The Indiana University Student Outreach Clinic (IUSOC) is a free clinic which provides primary care-based medical, dental, social and legal services for uninsured residents in the Indianapolis community. This effort led by the IU School of Medicine helps close the health care gap in the community by addressing a wide variety of high-risk conditions including infections, musculoskeletal complaints, high blood pressure and depression. As an active and invaluable part of the community, IUSOC served over 1,600 patients and dispensed 2,700 prescriptionsin 2019 alone.

When somebody comes, what we want them to know is that we are open for the poor, for the under-served and we are interested in serving the uninsured, the under-insured and working poor families who can't afford to have any type of insurance.

Dr. Javier Sevilla

The IU School of Dentistry

The IU School of Dentistry provides a number of outreach programs including the Amish Community Dental Clinic, Healthy Smiles for Employability, and Shelter Sealant Program.

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SEAL Indiana

SEAL Indiana is a statewide mobile dental program that provides preventive oral health services for children who do not have adequate access to dental care. From the program’s inception in March 2003 to the end of September 2022, SEAL Indiana has served more than 23,000 children in the state at more than 1,100 sites. Such sites include Title I (or lowest income) schools, Head Start/youth programs, community health centers, and city shelters for homeless mothers and children.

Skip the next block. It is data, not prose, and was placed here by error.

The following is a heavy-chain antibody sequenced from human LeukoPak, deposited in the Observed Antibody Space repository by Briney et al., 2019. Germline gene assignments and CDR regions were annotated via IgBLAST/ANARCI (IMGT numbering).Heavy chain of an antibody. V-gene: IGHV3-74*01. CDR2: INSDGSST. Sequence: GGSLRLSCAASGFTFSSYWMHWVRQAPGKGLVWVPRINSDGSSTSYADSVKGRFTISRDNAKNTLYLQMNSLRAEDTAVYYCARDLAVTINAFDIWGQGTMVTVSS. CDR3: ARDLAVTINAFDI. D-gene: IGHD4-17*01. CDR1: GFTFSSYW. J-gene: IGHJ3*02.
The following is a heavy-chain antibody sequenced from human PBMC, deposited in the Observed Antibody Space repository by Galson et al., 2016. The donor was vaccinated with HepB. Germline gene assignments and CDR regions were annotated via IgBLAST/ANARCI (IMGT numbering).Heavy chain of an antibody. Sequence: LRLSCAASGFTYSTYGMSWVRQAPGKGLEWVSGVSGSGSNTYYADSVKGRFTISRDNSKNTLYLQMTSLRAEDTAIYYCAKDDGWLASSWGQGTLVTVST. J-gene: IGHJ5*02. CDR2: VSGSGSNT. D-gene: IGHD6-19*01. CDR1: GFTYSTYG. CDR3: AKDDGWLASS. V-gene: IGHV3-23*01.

Physically Active Residential Communities and Schools (PARCS)

Physically Active Residential Communities and Schools (PARCS) looks to fill the need local fitness centers and schools are unable to meet due to limitations in funding and time. As a collaboration between the School of Health & Human Sciences, Eskenazi Health, the Boner Fitness and Learning Center, and public schools in Indianapolis, the program has seen well over 30,000 community members exercise with the program with an average of 3,000 students and adults served each year since 2005.

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GoBabyGo is a collaborative program between IU Indianapolis' School of Health & Human Sciences as well as the School of Engineering and Technology that helps children in the community with motor and cognitive developmental delays. Since 2015, the program has dedicated over 200 student hours annually to design and build over 30 custom built cars for families in need.